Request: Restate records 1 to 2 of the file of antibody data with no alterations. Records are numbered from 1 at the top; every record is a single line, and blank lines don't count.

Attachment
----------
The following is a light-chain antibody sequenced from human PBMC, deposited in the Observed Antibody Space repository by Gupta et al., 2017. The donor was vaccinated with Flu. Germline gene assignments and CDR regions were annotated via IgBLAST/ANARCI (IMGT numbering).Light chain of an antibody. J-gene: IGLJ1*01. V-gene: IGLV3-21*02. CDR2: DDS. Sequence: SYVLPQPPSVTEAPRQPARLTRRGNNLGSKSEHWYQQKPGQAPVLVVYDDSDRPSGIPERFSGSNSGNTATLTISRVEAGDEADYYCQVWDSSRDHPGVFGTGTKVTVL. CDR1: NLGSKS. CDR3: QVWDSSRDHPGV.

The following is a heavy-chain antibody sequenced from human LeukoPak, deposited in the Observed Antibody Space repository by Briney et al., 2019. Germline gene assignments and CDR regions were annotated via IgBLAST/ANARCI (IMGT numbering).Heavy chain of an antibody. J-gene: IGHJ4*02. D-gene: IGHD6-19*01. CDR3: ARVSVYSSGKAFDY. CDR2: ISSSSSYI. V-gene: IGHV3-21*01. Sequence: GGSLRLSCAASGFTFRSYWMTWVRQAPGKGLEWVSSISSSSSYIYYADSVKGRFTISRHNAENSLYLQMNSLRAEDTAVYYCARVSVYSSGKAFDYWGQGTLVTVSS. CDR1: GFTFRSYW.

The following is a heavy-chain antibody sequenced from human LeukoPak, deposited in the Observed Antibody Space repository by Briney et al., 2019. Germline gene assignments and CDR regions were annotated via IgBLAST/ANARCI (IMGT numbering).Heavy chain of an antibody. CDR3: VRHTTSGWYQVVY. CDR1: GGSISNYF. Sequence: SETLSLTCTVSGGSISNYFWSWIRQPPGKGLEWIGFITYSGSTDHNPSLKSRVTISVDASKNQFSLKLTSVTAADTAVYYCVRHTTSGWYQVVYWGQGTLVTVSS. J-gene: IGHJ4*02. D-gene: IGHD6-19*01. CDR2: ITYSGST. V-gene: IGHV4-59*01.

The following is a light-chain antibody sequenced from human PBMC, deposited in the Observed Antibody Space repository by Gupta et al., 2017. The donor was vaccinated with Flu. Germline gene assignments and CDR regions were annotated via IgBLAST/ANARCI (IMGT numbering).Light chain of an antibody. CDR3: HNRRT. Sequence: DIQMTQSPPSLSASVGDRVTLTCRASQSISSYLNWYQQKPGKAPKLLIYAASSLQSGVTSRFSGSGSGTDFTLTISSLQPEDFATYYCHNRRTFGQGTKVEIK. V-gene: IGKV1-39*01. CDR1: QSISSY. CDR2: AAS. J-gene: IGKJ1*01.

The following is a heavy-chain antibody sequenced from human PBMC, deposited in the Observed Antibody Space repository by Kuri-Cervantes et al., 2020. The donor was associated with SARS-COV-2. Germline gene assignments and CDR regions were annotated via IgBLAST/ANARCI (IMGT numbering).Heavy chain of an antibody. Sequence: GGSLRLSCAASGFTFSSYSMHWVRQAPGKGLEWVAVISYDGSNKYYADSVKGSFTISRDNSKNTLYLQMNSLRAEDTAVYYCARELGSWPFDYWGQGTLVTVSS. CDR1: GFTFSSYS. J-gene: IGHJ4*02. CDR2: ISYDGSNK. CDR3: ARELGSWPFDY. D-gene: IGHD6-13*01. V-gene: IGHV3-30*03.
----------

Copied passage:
The following is a light-chain antibody sequenced from human PBMC, deposited in the Observed Antibody Space repository by Gupta et al., 2017. The donor was vaccinated with Flu. Germline gene assignments and CDR regions were annotated via IgBLAST/ANARCI (IMGT numbering).Light chain of an antibody. J-gene: IGLJ1*01. V-gene: IGLV3-21*02. CDR2: DDS. Sequence: SYVLPQPPSVTEAPRQPARLTRRGNNLGSKSEHWYQQKPGQAPVLVVYDDSDRPSGIPERFSGSNSGNTATLTISRVEAGDEADYYCQVWDSSRDHPGVFGTGTKVTVL. CDR1: NLGSKS. CDR3: QVWDSSRDHPGV.

The following is a heavy-chain antibody sequenced from human LeukoPak, deposited in the Observed Antibody Space repository by Briney et al., 2019. Germline gene assignments and CDR regions were annotated via IgBLAST/ANARCI (IMGT numbering).Heavy chain of an antibody. J-gene: IGHJ4*02. D-gene: IGHD6-19*01. CDR3: ARVSVYSSGKAFDY. CDR2: ISSSSSYI. V-gene: IGHV3-21*01. Sequence: GGSLRLSCAASGFTFRSYWMTWVRQAPGKGLEWVSSISSSSSYIYYADSVKGRFTISRHNAENSLYLQMNSLRAEDTAVYYCARVSVYSSGKAFDYWGQGTLVTVSS. CDR1: GFTFRSYW.